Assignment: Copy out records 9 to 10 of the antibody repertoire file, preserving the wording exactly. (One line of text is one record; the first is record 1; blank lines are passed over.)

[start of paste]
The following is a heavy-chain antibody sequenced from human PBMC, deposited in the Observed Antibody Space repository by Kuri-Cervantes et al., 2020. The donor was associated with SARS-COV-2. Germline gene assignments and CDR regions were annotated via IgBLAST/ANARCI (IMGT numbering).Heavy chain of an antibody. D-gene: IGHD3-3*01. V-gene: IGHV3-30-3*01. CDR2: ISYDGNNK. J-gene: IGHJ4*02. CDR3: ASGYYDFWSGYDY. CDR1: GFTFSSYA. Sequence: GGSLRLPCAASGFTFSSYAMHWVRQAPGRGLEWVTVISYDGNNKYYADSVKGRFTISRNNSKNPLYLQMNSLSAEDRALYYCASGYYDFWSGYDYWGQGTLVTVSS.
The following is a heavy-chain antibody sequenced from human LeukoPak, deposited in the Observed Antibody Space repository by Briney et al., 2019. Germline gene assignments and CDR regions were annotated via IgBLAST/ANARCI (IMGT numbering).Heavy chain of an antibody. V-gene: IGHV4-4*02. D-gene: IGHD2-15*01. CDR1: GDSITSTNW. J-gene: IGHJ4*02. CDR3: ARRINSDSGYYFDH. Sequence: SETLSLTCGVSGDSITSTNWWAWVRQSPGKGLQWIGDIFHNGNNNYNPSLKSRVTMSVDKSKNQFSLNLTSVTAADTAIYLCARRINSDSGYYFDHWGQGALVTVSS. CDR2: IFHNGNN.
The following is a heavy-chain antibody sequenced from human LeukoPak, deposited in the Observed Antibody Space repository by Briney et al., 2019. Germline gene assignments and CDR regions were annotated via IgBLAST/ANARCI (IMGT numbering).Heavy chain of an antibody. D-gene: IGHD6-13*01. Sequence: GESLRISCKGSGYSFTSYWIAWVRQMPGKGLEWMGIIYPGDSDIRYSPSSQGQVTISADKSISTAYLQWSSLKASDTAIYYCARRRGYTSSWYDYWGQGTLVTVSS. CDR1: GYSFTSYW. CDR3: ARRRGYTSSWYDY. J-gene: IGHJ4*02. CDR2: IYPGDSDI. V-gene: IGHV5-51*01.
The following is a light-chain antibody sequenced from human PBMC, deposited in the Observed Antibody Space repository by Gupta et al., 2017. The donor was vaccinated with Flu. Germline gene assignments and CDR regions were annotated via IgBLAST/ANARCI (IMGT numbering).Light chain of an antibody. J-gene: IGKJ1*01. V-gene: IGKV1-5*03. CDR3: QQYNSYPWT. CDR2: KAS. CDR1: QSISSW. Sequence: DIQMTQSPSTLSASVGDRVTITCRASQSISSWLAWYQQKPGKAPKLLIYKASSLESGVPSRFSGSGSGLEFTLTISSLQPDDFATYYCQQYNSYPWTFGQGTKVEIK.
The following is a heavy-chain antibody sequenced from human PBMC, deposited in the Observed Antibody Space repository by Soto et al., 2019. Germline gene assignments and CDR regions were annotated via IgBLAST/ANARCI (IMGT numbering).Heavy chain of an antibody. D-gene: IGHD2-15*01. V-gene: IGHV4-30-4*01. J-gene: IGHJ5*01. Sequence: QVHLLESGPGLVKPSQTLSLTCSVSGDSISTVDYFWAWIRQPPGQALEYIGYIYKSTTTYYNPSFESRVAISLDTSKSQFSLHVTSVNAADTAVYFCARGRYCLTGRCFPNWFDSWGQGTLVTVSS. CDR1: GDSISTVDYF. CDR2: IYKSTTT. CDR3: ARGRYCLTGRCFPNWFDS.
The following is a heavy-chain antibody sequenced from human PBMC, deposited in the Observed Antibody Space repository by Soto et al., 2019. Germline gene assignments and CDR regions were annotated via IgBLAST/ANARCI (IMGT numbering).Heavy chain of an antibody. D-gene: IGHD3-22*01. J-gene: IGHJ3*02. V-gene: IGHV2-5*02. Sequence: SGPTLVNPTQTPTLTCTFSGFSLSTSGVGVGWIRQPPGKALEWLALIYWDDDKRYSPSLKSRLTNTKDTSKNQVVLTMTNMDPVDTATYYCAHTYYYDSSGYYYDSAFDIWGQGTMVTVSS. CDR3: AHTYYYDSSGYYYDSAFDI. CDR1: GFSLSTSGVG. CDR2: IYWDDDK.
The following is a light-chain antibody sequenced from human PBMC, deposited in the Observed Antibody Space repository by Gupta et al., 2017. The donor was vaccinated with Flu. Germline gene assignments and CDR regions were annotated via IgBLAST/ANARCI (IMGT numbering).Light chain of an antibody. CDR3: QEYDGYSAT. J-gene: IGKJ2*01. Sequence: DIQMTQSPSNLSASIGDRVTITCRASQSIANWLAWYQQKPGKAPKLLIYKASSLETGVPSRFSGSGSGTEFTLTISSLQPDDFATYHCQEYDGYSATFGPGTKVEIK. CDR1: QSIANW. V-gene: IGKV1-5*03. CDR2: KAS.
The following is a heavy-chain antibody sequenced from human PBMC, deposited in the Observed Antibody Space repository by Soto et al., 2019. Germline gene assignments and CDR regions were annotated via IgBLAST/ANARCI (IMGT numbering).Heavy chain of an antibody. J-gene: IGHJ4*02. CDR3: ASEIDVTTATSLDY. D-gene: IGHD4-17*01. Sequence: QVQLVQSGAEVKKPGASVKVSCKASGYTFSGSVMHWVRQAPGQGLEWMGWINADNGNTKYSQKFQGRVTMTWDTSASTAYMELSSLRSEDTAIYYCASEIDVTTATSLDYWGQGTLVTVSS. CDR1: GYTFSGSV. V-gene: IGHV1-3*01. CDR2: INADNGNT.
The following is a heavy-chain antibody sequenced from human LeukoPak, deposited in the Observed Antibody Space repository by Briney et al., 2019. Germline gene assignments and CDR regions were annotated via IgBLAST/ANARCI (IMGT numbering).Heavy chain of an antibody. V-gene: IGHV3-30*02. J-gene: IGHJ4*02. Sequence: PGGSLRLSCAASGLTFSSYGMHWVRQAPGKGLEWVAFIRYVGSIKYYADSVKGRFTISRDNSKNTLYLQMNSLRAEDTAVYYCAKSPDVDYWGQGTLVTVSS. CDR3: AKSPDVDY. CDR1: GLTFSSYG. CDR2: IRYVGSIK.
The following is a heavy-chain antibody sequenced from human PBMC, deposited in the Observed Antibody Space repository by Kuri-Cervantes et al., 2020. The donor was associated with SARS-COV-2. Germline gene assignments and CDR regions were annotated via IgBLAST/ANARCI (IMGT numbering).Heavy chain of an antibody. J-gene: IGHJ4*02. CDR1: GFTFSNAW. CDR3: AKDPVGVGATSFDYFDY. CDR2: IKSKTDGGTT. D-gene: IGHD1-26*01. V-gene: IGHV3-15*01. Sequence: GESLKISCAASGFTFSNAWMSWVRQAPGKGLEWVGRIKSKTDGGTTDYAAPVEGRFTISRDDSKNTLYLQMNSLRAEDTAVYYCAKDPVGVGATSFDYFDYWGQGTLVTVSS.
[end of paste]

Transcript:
The following is a heavy-chain antibody sequenced from human LeukoPak, deposited in the Observed Antibody Space repository by Briney et al., 2019. Germline gene assignments and CDR regions were annotated via IgBLAST/ANARCI (IMGT numbering).Heavy chain of an antibody. V-gene: IGHV3-30*02. J-gene: IGHJ4*02. Sequence: PGGSLRLSCAASGLTFSSYGMHWVRQAPGKGLEWVAFIRYVGSIKYYADSVKGRFTISRDNSKNTLYLQMNSLRAEDTAVYYCAKSPDVDYWGQGTLVTVSS. CDR3: AKSPDVDY. CDR1: GLTFSSYG. CDR2: IRYVGSIK.
The following is a heavy-chain antibody sequenced from human PBMC, deposited in the Observed Antibody Space repository by Kuri-Cervantes et al., 2020. The donor was associated with SARS-COV-2. Germline gene assignments and CDR regions were annotated via IgBLAST/ANARCI (IMGT numbering).Heavy chain of an antibody. J-gene: IGHJ4*02. CDR1: GFTFSNAW. CDR3: AKDPVGVGATSFDYFDY. CDR2: IKSKTDGGTT. D-gene: IGHD1-26*01. V-gene: IGHV3-15*01. Sequence: GESLKISCAASGFTFSNAWMSWVRQAPGKGLEWVGRIKSKTDGGTTDYAAPVEGRFTISRDDSKNTLYLQMNSLRAEDTAVYYCAKDPVGVGATSFDYFDYWGQGTLVTVSS.